How the Courage to Be Vulnerable Transforms the Way We Live, Love, Parent, and LeadBook - 2012 | 1st ed
Look for Brené Brown's new podcast, Dare to Lead, as well as her ongoing podcast Unlocking Us !
From thought leader Brené Brown, a transformative new vision for the way we lead, love, work, parent, and educate that teaches us the power of vulnerability.
"It is not the critic who counts; not the man who points out how the strong man stumbles, or where the doer of deeds could have done them better. The credit belongs to the man who is actually in the arena, whose face is marred by dust and sweat and blood; who strives valiantly; . . . who at the best knows in the end the triumph of high achievement, and who at worst, if he fails, at least fails while daring greatly. "-- Theodore Roosevelt
Every day we experience the uncertainty, risks, and emotional exposure that define what it means to be vulnerable or to dare greatly. Based on twelve years of pioneering research, Brené Brown PhD, LMSW, dispels the cultural myth that vulnerability is weakness and argues that it is, in truth, our most accurate measure of courage.
Brown explains how vulnerability is both the core of difficult emotions like fear, grief, and disappointment, and the birthplace of love, belonging, joy, empathy, innovation, and creativity. She writes: "When we shut ourselves off from vulnerability, we distance ourselves from the experiences that bring purpose and meaning to our lives."
Daring Greatly is not about winning or losing. It's about courage. In a world where "never enough" dominates and feeling afraid has become second nature, vulnerability is subversive. Uncomfortable. It's even a little dangerous at times. And, without question, putting ourselves out there means there's a far greater risk of getting criticized or feeling hurt. But when we step back and examine our lives, we will find that nothing is as uncomfortable, dangerous, and hurtful as standing on the outside of our lives looking in and wondering what it would be like if we had the courage to step into the arena--whether it's a new relationship, an important meeting, the creative process, or a difficult family conversation. Daring Greatly is a practice and a powerful new vision for letting ourselves be seen.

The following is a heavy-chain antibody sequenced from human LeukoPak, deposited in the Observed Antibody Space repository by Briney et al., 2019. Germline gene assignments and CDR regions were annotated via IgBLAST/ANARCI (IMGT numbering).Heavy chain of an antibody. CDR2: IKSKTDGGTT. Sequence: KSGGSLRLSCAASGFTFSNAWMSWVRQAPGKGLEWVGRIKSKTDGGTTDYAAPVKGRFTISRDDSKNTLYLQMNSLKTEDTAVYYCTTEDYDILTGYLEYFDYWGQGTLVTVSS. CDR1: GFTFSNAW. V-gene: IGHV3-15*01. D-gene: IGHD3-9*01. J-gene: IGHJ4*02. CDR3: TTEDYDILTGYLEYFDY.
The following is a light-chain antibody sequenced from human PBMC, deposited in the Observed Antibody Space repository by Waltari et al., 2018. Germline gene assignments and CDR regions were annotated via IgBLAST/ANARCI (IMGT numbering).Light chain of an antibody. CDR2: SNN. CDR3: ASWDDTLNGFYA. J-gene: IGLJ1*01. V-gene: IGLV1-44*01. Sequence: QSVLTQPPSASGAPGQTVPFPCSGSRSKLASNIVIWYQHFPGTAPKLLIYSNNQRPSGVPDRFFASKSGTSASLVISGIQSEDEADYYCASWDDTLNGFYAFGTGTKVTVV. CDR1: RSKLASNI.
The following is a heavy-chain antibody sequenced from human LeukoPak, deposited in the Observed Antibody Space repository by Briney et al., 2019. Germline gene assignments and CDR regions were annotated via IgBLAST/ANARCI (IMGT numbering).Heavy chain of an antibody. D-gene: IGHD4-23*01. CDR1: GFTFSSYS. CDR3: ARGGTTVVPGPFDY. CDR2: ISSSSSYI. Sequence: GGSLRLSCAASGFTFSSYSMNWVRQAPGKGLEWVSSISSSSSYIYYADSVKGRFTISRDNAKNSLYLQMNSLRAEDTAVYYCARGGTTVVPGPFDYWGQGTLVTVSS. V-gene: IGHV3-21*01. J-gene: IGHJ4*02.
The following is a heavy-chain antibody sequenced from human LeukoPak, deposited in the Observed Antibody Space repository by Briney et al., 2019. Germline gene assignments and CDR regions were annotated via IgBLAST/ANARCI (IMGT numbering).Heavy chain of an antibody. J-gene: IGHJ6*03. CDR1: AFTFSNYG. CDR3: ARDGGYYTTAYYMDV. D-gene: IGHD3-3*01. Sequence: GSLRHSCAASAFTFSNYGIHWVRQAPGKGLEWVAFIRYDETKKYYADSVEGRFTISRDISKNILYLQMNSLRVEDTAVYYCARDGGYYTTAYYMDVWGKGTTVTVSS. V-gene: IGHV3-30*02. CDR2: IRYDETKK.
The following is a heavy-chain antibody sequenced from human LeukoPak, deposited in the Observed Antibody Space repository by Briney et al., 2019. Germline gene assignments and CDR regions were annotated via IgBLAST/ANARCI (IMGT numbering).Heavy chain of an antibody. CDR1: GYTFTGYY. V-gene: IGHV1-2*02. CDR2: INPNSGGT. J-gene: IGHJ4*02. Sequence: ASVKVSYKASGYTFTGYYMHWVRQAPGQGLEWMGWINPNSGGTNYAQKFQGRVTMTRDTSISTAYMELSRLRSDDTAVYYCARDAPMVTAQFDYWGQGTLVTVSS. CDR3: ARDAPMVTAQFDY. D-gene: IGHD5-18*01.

From the critics
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If I had to choose the form of betrayal that emerged most frequently from my research and that was the most dangerous in terms of corroding the trust connection, I would say disengagement.
When the people we love or with whom we have a deep connection stop caring, stop paying attention, stop investing, and stop fighting for the relationship, trust begins to slip away and hurt starts seeping in. Disengagement triggers shame and our greatest fears -- the fears of being abandoned, unworthy, and unlovable. What can make this covert betrayal so much more dangerous than something like a lie or an affair is that we can't point to the source of our pain -- there's no event, no obvious evidence of brokenness. It can feel crazy-making. (p52)
And often the result of daring greatly isn't a victory march as much as it is a quiet sense of freedom mixed with a little battle fatigue (p43).
We're hard-wired for connection -- it's what gives purpose and meaning to our lives. The absence of love, belonging and connection always leads to suffering. [...] Those who feel lovable, who love, and who experience belonging simply believe they are worthy of love and belonging. They don't have better or easier lives, they don't have fewer struggles with addiction or depression, and they haven't survived fewer traumas or bankruptcies or divorces, but in the midst of all these struggles, they have developed practices that enable them to hold on to the belief that they are worthy of love, belonging, and even joy.
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